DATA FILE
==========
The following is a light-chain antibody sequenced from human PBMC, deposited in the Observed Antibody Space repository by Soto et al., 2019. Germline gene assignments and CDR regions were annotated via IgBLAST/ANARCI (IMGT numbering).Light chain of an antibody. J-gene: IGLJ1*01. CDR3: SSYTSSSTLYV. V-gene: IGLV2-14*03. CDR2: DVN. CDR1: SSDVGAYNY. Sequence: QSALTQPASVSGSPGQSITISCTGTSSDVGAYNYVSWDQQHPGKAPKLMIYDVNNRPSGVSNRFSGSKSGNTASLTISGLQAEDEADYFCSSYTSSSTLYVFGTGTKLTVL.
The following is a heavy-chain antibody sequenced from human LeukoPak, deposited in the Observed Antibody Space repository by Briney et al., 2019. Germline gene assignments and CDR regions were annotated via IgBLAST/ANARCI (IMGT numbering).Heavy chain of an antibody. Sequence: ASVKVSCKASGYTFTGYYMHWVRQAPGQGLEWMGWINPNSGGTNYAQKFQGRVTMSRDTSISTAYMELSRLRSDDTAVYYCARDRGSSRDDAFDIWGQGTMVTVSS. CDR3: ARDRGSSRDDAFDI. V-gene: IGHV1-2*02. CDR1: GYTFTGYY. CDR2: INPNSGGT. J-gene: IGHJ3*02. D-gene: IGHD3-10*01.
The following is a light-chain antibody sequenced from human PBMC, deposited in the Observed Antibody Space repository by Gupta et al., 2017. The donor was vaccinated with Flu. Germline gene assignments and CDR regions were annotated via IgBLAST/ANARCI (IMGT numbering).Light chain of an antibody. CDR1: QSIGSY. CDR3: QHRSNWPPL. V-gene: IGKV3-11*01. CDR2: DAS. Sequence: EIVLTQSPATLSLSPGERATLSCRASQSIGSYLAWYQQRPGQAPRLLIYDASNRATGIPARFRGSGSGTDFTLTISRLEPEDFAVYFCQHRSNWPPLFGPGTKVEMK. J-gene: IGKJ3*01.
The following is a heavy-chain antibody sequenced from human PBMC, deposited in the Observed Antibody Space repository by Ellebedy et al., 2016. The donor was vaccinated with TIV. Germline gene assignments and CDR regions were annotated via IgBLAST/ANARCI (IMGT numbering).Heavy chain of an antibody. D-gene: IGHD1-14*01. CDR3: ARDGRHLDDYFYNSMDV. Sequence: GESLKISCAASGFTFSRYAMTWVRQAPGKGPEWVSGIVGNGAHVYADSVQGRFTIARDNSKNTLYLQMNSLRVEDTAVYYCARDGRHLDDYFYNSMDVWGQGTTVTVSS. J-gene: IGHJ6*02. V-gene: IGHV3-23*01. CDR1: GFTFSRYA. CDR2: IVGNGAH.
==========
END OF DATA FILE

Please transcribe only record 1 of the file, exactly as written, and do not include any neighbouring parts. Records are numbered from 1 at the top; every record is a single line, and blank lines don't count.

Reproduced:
The following is a light-chain antibody sequenced from human PBMC, deposited in the Observed Antibody Space repository by Soto et al., 2019. Germline gene assignments and CDR regions were annotated via IgBLAST/ANARCI (IMGT numbering).Light chain of an antibody. J-gene: IGLJ1*01. CDR3: SSYTSSSTLYV. V-gene: IGLV2-14*03. CDR2: DVN. CDR1: SSDVGAYNY. Sequence: QSALTQPASVSGSPGQSITISCTGTSSDVGAYNYVSWDQQHPGKAPKLMIYDVNNRPSGVSNRFSGSKSGNTASLTISGLQAEDEADYFCSSYTSSSTLYVFGTGTKLTVL.